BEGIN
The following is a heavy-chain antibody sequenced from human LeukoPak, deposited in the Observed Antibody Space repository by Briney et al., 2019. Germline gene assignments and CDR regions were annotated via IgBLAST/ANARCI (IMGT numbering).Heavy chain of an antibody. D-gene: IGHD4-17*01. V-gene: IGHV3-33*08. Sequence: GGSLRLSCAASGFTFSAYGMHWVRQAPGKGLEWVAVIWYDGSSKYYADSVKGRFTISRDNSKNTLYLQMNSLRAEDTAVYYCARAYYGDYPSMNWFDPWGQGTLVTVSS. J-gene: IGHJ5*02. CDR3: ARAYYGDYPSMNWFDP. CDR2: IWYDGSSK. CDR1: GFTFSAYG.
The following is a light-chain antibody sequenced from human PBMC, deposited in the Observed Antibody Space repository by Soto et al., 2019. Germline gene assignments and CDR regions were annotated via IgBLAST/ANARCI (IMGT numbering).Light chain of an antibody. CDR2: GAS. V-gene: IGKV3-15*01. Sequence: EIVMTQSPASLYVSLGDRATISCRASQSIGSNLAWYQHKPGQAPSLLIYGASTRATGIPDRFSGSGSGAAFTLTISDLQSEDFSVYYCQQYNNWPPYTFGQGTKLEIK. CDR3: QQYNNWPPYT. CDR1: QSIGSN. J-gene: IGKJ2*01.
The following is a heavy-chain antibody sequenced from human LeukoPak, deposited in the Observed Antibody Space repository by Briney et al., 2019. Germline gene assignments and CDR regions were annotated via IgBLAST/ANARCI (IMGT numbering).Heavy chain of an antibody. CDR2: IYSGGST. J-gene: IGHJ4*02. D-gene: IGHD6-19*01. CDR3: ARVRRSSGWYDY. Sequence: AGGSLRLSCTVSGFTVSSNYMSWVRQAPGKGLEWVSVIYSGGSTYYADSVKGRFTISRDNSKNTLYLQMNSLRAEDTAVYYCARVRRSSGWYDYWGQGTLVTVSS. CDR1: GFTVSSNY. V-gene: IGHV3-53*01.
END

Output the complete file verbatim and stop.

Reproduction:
The following is a heavy-chain antibody sequenced from human LeukoPak, deposited in the Observed Antibody Space repository by Briney et al., 2019. Germline gene assignments and CDR regions were annotated via IgBLAST/ANARCI (IMGT numbering).Heavy chain of an antibody. D-gene: IGHD4-17*01. V-gene: IGHV3-33*08. Sequence: GGSLRLSCAASGFTFSAYGMHWVRQAPGKGLEWVAVIWYDGSSKYYADSVKGRFTISRDNSKNTLYLQMNSLRAEDTAVYYCARAYYGDYPSMNWFDPWGQGTLVTVSS. J-gene: IGHJ5*02. CDR3: ARAYYGDYPSMNWFDP. CDR2: IWYDGSSK. CDR1: GFTFSAYG.
The following is a light-chain antibody sequenced from human PBMC, deposited in the Observed Antibody Space repository by Soto et al., 2019. Germline gene assignments and CDR regions were annotated via IgBLAST/ANARCI (IMGT numbering).Light chain of an antibody. CDR2: GAS. V-gene: IGKV3-15*01. Sequence: EIVMTQSPASLYVSLGDRATISCRASQSIGSNLAWYQHKPGQAPSLLIYGASTRATGIPDRFSGSGSGAAFTLTISDLQSEDFSVYYCQQYNNWPPYTFGQGTKLEIK. CDR3: QQYNNWPPYT. CDR1: QSIGSN. J-gene: IGKJ2*01.
The following is a heavy-chain antibody sequenced from human LeukoPak, deposited in the Observed Antibody Space repository by Briney et al., 2019. Germline gene assignments and CDR regions were annotated via IgBLAST/ANARCI (IMGT numbering).Heavy chain of an antibody. CDR2: IYSGGST. J-gene: IGHJ4*02. D-gene: IGHD6-19*01. CDR3: ARVRRSSGWYDY. Sequence: AGGSLRLSCTVSGFTVSSNYMSWVRQAPGKGLEWVSVIYSGGSTYYADSVKGRFTISRDNSKNTLYLQMNSLRAEDTAVYYCARVRRSSGWYDYWGQGTLVTVSS. CDR1: GFTVSSNY. V-gene: IGHV3-53*01.